On Translating Baudelaire

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R J Dent's essay on translating Charles Baudelaire's French poetry into English.

Submitted: April 14, 2016

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Submitted: April 14, 2016

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On Translating Baudelaire

by R J Dent

 

One of the frustrations, the challenges, the problems – and probably the joys – of translating is choosing the correct idiom to translate into. Taking the words, sentences, phrases, lines, from the language of one country and translating them into the corresponding or equivalent language of another country is the type of work that can be done by almost anyone.

However, choosing the absolutely perfect cultural, social, geographical, spatial, historical, temporal and linguistic framework to put the translated words onto is another matter entirely, and will very much depend on the translator’s intentions and the receptive vocabulary of the proposed readership.

And when it’s poetry that is being translated, the task becomes even more complicated; the problems suddenly multiply. Should the poetry be translated into a poetic equivalent? Prose? Should it be made to rhyme? Should it not? Should it be of its time? Of the translator’s? Of the future? Should the loyalty be with the original poet? With the reader? Both? Neither? Should it be accurate? Should it be faithful? Should it try and convey the meaning? The ‘spirit’? The tone?

Having answered all of the above, and using Borges’s comment that ‘The original is unfaithful to the translation’ as a mantra for concentration, the translator can then proceed. The lines are found:

Toi qui, magiquement, assouplis les vieux os
De l’ivrogne attarde foule par les chevaux,

They are translated as:

You who, magically, make supple the old bones
Of the after-hours drunkard trampled by the horses.

They have also been translated as:

Thou who, magically, dost make supple the old-bones
of the late-walking drunkard trampled by the horses,

and as:

You who, by magic, make supple the old bones
of the belated drunkard, trampled by the hooves of horses,

and as:

Thou who by magic softens the old bones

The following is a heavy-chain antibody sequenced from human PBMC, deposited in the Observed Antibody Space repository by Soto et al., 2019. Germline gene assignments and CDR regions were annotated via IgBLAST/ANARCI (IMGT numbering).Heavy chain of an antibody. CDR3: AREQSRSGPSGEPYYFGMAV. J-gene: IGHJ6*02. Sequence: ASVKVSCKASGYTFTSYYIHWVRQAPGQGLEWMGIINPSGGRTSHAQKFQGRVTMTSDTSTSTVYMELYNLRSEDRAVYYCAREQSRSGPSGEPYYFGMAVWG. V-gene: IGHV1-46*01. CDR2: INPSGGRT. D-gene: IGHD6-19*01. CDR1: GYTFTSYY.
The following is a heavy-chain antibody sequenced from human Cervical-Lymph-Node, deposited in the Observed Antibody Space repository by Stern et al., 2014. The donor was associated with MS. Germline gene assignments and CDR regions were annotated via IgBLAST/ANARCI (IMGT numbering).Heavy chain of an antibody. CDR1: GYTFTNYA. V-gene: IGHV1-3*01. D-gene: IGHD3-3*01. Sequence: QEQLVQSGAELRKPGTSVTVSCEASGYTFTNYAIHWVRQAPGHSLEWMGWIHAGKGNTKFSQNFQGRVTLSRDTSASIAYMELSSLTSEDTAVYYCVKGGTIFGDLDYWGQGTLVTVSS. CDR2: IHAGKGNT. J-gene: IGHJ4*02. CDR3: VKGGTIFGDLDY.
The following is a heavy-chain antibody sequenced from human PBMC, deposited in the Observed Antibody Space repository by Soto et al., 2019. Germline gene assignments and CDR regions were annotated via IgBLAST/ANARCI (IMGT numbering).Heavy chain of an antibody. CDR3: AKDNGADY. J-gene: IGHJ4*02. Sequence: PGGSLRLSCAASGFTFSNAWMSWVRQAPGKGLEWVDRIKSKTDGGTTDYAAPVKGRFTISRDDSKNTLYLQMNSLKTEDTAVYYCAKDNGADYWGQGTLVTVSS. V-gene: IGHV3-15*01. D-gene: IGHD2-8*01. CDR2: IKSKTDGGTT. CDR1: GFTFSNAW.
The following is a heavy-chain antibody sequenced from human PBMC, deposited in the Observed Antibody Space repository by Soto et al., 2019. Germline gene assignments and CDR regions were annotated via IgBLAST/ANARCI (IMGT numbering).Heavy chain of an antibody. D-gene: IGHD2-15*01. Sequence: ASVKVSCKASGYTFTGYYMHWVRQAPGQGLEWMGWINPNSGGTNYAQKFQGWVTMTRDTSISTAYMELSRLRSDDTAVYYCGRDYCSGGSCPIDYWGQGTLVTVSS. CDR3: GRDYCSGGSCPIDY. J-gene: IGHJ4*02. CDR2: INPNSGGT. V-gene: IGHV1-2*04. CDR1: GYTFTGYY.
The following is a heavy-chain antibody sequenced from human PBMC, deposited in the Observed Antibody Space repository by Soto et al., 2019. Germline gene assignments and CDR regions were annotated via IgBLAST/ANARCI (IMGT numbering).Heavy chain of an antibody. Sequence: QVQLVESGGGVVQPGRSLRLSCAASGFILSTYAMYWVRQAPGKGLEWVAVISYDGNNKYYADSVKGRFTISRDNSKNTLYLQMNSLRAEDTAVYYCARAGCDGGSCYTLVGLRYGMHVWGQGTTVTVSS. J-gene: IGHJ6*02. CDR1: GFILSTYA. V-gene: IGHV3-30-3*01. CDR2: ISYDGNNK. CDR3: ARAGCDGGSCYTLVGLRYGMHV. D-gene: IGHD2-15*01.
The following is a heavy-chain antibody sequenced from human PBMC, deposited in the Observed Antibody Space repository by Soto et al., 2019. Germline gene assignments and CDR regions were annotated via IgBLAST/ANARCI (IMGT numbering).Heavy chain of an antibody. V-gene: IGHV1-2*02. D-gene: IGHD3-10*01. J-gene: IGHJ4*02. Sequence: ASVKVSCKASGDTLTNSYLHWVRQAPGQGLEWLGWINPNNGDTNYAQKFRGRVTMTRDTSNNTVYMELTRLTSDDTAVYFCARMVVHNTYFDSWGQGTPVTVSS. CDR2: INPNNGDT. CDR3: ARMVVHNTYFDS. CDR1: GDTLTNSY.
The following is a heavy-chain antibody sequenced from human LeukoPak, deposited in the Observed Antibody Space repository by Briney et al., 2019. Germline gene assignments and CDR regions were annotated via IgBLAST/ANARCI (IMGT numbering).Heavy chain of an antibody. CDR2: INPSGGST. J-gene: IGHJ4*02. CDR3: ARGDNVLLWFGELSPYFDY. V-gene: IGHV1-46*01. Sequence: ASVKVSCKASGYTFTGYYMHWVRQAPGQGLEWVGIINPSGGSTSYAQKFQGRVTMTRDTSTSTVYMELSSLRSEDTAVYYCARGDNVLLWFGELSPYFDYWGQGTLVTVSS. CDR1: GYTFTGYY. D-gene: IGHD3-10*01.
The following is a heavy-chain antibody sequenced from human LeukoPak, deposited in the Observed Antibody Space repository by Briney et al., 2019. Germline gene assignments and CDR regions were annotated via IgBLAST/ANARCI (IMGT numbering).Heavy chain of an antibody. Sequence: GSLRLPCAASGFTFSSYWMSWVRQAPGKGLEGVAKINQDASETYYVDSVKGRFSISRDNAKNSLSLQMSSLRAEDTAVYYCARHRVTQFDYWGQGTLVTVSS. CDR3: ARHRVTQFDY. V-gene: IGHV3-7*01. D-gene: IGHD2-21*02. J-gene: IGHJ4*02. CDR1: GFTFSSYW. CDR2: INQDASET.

Of loitering drunks by horses trampled down,

and as:

Whose magic gives a strength to ancient bones
Of drunkards trampled on the cobblestones,

and as:

Whose magic mollifies the drunkard’s fall
When flying horses kick him in the skull,

and as:

You rescue winos from the stunning pace
of traffic arrowed for a red-light race.

As can see be seen, the translator in each case has chosen a specific idiom which the lines have been placed into. ‘Poetry,’ as Robert Frost observed, ‘is what gets lost in translation’. In the translating process, much of the poetry does indeed get lost; it is during the same process that much wonderful poetry gets found. There are, as can be seen in some of the above instances, specific loses and significant poetic gains.

‘Not a translation – only taken from the French’, said Sheridan, and this also is worth keeping in mind, as is Roy Campbell’s comment that ‘Translations (like wives) are seldom faithful if they are in the least attractive’, which suggests that total accuracy may have to be sacrificed for the sake of poetic beauty. If the translator’s task is one of trying to capture the era in which the poem was written, which is really a job for historians, then a fairly literal translation is the correct one to try and achieve. If one is trying to bring beautiful old lines of poetry into the present day and retain their beauty and their validity, then a radically different method is required.

One of the real joys of translating poetry is the choice – the huge number of words and phrases available to the translator. There are so many possibilities. It is a very creative medium, for although a translation can only ever be one translation – unless it too is translated, it can be, and often is, one version of many. Poetry is what gets found in translation.

Ultimately, the best way to translate poetry is to read the original, then put it away and write your own.

 

 

On Translating Baudelaire

Copyright © R J Dent (2007 & 2016)

 

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